Real Estate

Question about landlord accounting

  • Last Updated:
  • Dec 13th, 2019 9:51 pm
[OP]
Newbie
Mar 24, 2018
59 posts
48 upvotes

Question about landlord accounting

I am a first-time landlord and just started renting out a basement suite this past September (but took possession on Aug 1).

Anyhow, my issue is that I know most people suggest depreciating capital invested and house value (Property value - land value) at rates of 20%/year and 4%/year respectively.

My issue is that if I depreciated both this year because the house was not rented 20% of the time and there were quite a few startup costs (and Edmonton property taxes are really, really high) I'd actually end up with a loss which really isn't of much use. Instead I think it probably makes more sense to start the depreciation next year. Is that technically allowed?

Thanks in advance.
11 replies
Deal Addict
Mar 3, 2018
1852 posts
1838 upvotes
GTA
I would consider all the tax consequences before claiming depreciation (CCA) on the building. If the property rises in value and you eventually sell you will have to include all the depreciation claimed over the years back into your income in one year. That can be a big tax hit after a few years of ownership.

Also if you also live in the property you will lose your principal residence exemption for the basement unit if you claim CCA. Making that portion of the property subject to capital gains tax otherwise avoidable.
[OP]
Newbie
Mar 24, 2018
59 posts
48 upvotes
I think those comments are fair but I live in Edmonton. Property values haven't increased in about 12 years so capital appreciation isn't really on the radar up here.

The other point is that when we do sell I probably won't be working anymore so if there is a big capital gain on the basement portion of the rental we can just take that as our income for the year as we downsize.
Deal Addict
Mar 3, 2018
1852 posts
1838 upvotes
GTA
SleepyFunds wrote: The other point is that when we do sell I probably won't be working anymore so if there is a big capital gain on the basement portion of the rental we can just take that as our income for the year as we downsize.
Interesting as most people plan their affairs to pay less taxes and not the other way around. I commend your voluntary contribution to the treasury.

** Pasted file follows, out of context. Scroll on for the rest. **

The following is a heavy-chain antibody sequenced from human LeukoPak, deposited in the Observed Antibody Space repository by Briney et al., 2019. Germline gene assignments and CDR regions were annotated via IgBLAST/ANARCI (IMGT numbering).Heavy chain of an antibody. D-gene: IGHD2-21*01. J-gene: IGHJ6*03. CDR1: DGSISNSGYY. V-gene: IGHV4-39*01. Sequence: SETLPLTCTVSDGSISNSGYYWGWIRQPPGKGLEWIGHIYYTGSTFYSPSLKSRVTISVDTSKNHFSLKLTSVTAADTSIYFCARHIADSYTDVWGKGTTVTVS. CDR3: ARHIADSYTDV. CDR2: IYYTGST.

[OP]
Newbie
Mar 24, 2018
59 posts
48 upvotes
I don't quite get your issue with the taxes.

Right now I'm in a high tax bracket so I'm taking what would otherwise be direct income to me taxable at my marginal rate and deferring it by offsetting costs from capital investments and building depreciation.

20 years from now when I retire and have low income won't I be selling at only paying 50% on the taxable gain made on the property?

So to me there are 2 benefits - paying a capital gain instead of interest income and also deferring taxes to when I'm in a lower tax bracket.


Maybe it's a GTA vs. Edmonton thing. Property just doesn't appreciate much here so it is really very much a secondary consideration in this scenario.
Deal Addict
Feb 22, 2007
1959 posts
223 upvotes
Mississauga
i would highly suggest staying away from CCA on the house/land/building...

keep it simple...

record in income....all money deposited into your account (or received as cash)
subtract from your income ...all money spent to run the rental
Deal Addict
Mar 3, 2018
1852 posts
1838 upvotes
GTA
SleepyFunds wrote: So to me there are 2 benefits - paying a capital gain instead of interest income and also deferring taxes to when I'm in a lower tax bracket.

Maybe it's a GTA vs. Edmonton thing. Property just doesn't appreciate much here so it is really very much a secondary consideration in this scenario.